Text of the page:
Several people were trapped inside the complex for hours as security personnel engaged in a grueling operation against the militants.

Security forces have now cleared most of the complex and evacuated the civilians, although CCPO Mir Zubair Mehmood said it might take another three hours to confirm that the hospital was clear of all terrorists.

Meanwhile, the Balochistan government has officially announced to observe a “day of mourning” on Sunday.

Earlier Saturday, militants attacked the Quaid-e-Azam residency in Ziarat with hand grenades, destroying the historical monument where the founder of Pakistan Mohammad Ali Jinnah spent his last days.

A policeman was killed in the attack on the Jinnah’s monumental residency.

Officials had confirmed that most of the old memorials inside the monument were destroyed, with historic photographs of the founder burnt to the ground in the resulting fire.

It was unclear if the attack on the Quaid’s residency in Ziarat was related to the later attacks in Quetta.

Federal Minister for Information and Broadcasting Senator Pervez Rashid assured full support to the Balochistan Government in the wake of the terrorist attacks in Balochistan.

Speaking to media representatives in Islamabad, Rashid strongly condemned the attacks. He said that those involved in these terrorist acts were the enemies of Pakistan and Balochistan.

He said that the entire nation was with the people of Balochistan at this critical juncture.

U.S. Presses Taliban on Qatar Office in Bid to Save Talks


KABUL, Afghanistan — In a diplomatic scramble to keep alive the possibility of peace talks with the Taliban, American officials on Wednesday pressed the insurgents to backtrack on their effort to present themselves as essentially an alternative government at the office they opened Tuesday in Qatar, Afghan officials said.

The Afghan government, furious that assurances from the Americans that the Taliban would not use the Doha office for political or fund-raising purposes had been flouted, suspended bilateral security talks with the Americans earlier Wednesday and said they would not send their peace emissaries to Qatar to talk to the Taliban until there was a change.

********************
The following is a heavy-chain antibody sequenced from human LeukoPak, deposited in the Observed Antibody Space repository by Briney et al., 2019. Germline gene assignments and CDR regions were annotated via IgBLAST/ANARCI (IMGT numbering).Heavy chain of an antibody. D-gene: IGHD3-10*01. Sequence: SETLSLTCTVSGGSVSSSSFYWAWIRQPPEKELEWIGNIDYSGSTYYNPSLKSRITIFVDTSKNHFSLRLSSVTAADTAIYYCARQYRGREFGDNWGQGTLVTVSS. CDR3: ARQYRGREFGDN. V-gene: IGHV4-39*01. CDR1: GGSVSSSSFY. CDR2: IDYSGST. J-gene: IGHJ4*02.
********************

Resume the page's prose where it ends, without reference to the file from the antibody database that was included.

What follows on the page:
American officials, worried that painstaking efforts to restart the peace process after 18 months of deadlock were crumbling right at a breakthrough moment, moved quickly to try to resolve the Afghan government’s objections to what increasingly appeared to be a publicity coup by the Taliban.

Afghans of nearly every political stripe expressed outrage and concern at widely broadcast news images of insurgent envoys raising the white Taliban flag from their days in power and speaking as if they had set up an embassy for a government in exile — including raising a sign that described the office as the political office of the Islamic Emirate of Afghanistan, the formal name of the old Taliban government. Qatari-based news organizations, including Al Jazeera, later broadcast several interviews with the envoys making their case for international attention.

Hours after President Hamid Karzai canceled talks with the Americans over a post-2014 security agreement, accusing the Americans of saying one thing and doing another, and then boycotting the Qatar peace talks, his spokesman said that he had received assurances from Secretary of State John Kerry that the Taliban office would be curbed.

The State Department spokeswoman, Jennifer R. Psaki, confirmed that, saying that Mr. Kerry had spoken twice with Mr. Karzai, on Tuesday night and again on Wednesday.

Mr. Kerry told him that Qatar’s government had assured that the Taliban’s office in the capital, Doha, had removed the Islamic Emirate sign. “The office must not be treated as or represent itself as an embassy or other office representing the Afghan Taliban as an emirate government or sovereign,” she said.

However there was much to repair from the events of the last two days, and the Afghans said they felt betrayed by their American allies and by the Taliban.